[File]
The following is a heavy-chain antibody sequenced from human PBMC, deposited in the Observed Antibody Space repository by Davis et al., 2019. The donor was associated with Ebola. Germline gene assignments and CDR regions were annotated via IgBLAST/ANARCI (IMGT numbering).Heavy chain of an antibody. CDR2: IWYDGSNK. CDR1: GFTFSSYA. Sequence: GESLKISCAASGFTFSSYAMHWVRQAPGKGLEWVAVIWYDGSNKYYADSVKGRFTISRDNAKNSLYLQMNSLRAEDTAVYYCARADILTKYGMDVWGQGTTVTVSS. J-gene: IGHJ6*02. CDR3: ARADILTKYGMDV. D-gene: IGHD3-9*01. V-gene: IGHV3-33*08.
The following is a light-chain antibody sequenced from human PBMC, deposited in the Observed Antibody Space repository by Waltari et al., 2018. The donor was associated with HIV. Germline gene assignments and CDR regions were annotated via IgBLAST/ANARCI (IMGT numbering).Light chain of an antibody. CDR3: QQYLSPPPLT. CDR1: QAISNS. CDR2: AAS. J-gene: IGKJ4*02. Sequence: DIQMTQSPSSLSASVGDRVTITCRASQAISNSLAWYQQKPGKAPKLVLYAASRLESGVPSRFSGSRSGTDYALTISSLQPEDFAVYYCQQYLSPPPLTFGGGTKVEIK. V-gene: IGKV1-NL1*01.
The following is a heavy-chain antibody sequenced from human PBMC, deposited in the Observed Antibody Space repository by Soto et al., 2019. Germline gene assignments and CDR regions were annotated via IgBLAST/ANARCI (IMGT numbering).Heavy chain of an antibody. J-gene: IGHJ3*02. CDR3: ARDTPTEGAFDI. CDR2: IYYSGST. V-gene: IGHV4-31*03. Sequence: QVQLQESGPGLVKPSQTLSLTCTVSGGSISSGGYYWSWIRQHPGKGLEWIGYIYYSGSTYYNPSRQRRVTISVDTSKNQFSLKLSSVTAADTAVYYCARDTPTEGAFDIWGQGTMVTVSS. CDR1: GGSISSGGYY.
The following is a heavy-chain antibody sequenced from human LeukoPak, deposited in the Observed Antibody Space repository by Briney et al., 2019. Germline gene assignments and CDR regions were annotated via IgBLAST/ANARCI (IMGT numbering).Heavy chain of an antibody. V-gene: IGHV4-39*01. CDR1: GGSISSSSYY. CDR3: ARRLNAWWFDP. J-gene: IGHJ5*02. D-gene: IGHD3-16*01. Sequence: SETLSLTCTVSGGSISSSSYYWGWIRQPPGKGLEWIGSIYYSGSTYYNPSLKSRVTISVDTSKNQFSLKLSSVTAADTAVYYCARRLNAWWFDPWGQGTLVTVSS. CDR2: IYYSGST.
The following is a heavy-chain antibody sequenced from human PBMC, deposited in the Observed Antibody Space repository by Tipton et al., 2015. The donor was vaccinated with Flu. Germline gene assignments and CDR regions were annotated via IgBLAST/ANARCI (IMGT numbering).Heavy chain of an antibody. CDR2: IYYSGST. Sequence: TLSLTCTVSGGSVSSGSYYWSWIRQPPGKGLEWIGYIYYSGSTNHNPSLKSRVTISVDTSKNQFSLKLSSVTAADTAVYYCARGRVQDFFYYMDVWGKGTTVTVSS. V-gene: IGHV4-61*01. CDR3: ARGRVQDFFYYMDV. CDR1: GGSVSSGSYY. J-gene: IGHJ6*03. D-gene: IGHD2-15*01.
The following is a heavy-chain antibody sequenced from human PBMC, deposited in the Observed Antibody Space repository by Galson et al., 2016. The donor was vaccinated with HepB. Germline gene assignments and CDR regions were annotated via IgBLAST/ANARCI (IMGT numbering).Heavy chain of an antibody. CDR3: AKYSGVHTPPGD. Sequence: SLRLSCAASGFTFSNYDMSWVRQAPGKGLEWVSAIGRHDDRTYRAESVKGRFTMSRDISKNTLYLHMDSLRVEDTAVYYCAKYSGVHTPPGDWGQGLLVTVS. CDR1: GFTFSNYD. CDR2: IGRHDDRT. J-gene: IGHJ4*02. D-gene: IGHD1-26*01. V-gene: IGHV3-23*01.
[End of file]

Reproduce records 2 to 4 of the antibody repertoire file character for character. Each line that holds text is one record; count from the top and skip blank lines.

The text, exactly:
The following is a light-chain antibody sequenced from human PBMC, deposited in the Observed Antibody Space repository by Waltari et al., 2018. The donor was associated with HIV. Germline gene assignments and CDR regions were annotated via IgBLAST/ANARCI (IMGT numbering).Light chain of an antibody. CDR3: QQYLSPPPLT. CDR1: QAISNS. CDR2: AAS. J-gene: IGKJ4*02. Sequence: DIQMTQSPSSLSASVGDRVTITCRASQAISNSLAWYQQKPGKAPKLVLYAASRLESGVPSRFSGSRSGTDYALTISSLQPEDFAVYYCQQYLSPPPLTFGGGTKVEIK. V-gene: IGKV1-NL1*01.
The following is a heavy-chain antibody sequenced from human PBMC, deposited in the Observed Antibody Space repository by Soto et al., 2019. Germline gene assignments and CDR regions were annotated via IgBLAST/ANARCI (IMGT numbering).Heavy chain of an antibody. J-gene: IGHJ3*02. CDR3: ARDTPTEGAFDI. CDR2: IYYSGST. V-gene: IGHV4-31*03. Sequence: QVQLQESGPGLVKPSQTLSLTCTVSGGSISSGGYYWSWIRQHPGKGLEWIGYIYYSGSTYYNPSRQRRVTISVDTSKNQFSLKLSSVTAADTAVYYCARDTPTEGAFDIWGQGTMVTVSS. CDR1: GGSISSGGYY.
The following is a heavy-chain antibody sequenced from human LeukoPak, deposited in the Observed Antibody Space repository by Briney et al., 2019. Germline gene assignments and CDR regions were annotated via IgBLAST/ANARCI (IMGT numbering).Heavy chain of an antibody. V-gene: IGHV4-39*01. CDR1: GGSISSSSYY. CDR3: ARRLNAWWFDP. J-gene: IGHJ5*02. D-gene: IGHD3-16*01. Sequence: SETLSLTCTVSGGSISSSSYYWGWIRQPPGKGLEWIGSIYYSGSTYYNPSLKSRVTISVDTSKNQFSLKLSSVTAADTAVYYCARRLNAWWFDPWGQGTLVTVSS. CDR2: IYYSGST.